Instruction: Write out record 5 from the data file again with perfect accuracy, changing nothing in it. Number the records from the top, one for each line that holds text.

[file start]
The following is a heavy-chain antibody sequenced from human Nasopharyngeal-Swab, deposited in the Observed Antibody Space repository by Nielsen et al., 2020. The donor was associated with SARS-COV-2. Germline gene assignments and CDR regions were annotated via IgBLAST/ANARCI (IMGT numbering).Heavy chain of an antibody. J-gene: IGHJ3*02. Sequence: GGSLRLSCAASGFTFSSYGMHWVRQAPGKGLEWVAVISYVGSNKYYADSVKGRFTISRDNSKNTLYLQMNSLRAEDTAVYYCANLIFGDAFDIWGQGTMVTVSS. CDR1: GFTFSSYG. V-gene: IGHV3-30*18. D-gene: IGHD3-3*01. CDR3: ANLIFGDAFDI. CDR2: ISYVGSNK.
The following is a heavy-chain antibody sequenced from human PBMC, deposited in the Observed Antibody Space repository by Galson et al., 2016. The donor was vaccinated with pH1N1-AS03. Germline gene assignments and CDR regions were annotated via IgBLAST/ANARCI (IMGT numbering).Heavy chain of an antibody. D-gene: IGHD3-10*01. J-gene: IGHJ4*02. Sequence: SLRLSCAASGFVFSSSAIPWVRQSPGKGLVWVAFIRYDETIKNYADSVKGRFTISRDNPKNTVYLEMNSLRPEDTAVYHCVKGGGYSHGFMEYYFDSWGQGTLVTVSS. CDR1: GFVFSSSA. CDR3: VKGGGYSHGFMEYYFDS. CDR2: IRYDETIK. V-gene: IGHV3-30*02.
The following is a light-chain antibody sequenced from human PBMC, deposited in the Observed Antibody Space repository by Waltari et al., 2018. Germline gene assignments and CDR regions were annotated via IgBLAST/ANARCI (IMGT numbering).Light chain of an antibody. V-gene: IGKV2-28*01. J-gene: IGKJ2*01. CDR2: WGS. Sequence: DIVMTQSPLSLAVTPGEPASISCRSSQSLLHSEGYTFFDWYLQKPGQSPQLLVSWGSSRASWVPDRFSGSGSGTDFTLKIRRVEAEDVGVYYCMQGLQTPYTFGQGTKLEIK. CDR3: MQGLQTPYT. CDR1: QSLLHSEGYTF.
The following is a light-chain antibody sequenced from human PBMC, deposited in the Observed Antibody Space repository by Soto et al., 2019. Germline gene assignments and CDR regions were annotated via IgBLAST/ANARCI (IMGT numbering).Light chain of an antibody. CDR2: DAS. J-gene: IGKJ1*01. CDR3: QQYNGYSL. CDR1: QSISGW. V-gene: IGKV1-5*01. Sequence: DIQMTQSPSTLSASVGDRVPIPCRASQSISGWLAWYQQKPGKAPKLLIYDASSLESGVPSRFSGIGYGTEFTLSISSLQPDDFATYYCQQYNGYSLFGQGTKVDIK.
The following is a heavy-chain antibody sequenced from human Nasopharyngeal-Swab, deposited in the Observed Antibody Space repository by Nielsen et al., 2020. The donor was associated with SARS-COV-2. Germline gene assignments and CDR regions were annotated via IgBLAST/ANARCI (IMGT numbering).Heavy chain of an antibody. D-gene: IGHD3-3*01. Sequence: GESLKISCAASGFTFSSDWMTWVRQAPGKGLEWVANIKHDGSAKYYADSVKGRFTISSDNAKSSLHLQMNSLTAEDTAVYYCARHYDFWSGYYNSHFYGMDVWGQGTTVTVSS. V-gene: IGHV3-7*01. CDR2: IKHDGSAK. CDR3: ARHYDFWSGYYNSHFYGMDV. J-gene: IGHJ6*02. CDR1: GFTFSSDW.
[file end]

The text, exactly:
The following is a heavy-chain antibody sequenced from human Nasopharyngeal-Swab, deposited in the Observed Antibody Space repository by Nielsen et al., 2020. The donor was associated with SARS-COV-2. Germline gene assignments and CDR regions were annotated via IgBLAST/ANARCI (IMGT numbering).Heavy chain of an antibody. D-gene: IGHD3-3*01. Sequence: GESLKISCAASGFTFSSDWMTWVRQAPGKGLEWVANIKHDGSAKYYADSVKGRFTISSDNAKSSLHLQMNSLTAEDTAVYYCARHYDFWSGYYNSHFYGMDVWGQGTTVTVSS. V-gene: IGHV3-7*01. CDR2: IKHDGSAK. CDR3: ARHYDFWSGYYNSHFYGMDV. J-gene: IGHJ6*02. CDR1: GFTFSSDW.